Prime Minister Boris Johnson’s government temporarily stops fracking in England.
England fracking operations have long been controversial in the nation with gas and oil companies supporting the extraction process and many residents and environmentalists wanting to see fracking (hydraulic fracturing) banned. Now, after the release of a report from the government agency Oil and Gas Authority (OGA), Johnson’s government has pulled a 180, withdrawing future support and halting present operations.
The report could not rule out “unacceptable” consequences for residents who live near fracking sites.
The government decided to stop England fracking operations when the OGA report warned that it wasn’t possible to rule out “unacceptable” consequences for people who live near where the hydraulic fracturing operations take place.
Among those consequences included pollution risks and earthquake damage. It also said that it would not be possible to predict the magnitude of earthquakes that fracking may trigger.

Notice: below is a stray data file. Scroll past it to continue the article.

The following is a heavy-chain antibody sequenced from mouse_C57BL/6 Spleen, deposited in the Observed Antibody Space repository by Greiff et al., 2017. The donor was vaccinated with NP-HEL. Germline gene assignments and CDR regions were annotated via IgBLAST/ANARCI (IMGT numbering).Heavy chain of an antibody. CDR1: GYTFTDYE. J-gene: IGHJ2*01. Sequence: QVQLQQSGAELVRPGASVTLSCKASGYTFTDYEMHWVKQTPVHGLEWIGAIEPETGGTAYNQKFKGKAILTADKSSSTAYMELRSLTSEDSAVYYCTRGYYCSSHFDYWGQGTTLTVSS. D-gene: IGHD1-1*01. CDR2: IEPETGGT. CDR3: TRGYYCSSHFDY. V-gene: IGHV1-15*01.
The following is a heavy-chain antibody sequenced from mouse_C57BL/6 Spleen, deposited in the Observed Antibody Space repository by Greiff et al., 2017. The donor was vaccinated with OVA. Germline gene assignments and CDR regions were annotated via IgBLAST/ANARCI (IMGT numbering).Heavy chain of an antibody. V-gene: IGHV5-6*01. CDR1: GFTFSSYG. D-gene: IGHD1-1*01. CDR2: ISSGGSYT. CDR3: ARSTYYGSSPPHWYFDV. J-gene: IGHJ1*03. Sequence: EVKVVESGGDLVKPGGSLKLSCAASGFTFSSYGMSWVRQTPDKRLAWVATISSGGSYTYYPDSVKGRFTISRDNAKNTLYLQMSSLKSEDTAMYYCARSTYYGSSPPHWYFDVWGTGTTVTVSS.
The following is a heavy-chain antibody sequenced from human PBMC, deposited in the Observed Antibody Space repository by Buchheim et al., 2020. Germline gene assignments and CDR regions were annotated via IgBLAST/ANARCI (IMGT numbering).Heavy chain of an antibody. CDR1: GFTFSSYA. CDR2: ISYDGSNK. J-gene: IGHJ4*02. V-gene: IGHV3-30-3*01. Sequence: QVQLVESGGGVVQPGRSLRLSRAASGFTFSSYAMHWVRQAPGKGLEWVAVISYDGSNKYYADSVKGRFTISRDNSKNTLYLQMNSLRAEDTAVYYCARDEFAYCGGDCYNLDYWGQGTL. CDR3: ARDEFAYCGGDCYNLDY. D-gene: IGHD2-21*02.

Earthquakes caused by fracking, often referred to as “frackquakes,” are a common occurrence at fracking sites and are typically small. The only active site in the UK, which is operated by Cuadrilla and located in Lanacshire, has experienced many.
Back in December of last year, Hydrogen Fuel News reported at the time that the site had experienced 36 small tremors since its operation began only a few months earlier in October 2018. Of those tremors, four required the company to stop operations because they had surpassed the tremor threshold of 0.5 magnitude.
The government has stopped all England fracking projects – present and future – until further notice.
In addition to immediately stopping the one operating frack site in the UK, the government has also warned shale gas companies that it would not agree to any future fracking projects in the nation until there was new and compelling evidence that proved hydraulic fracturing could be safe.
“After reviewing the OGA’s report into recent seismic activity at Preston New Road, it is clear that we cannot rule out future unacceptable impacts on the local community,” said business and energy secretary Andrea Leadsome, reports the Guardian.
Leadsome stated that it is for this reason that she has concluded the government should place a moratorium on England fracking immediately.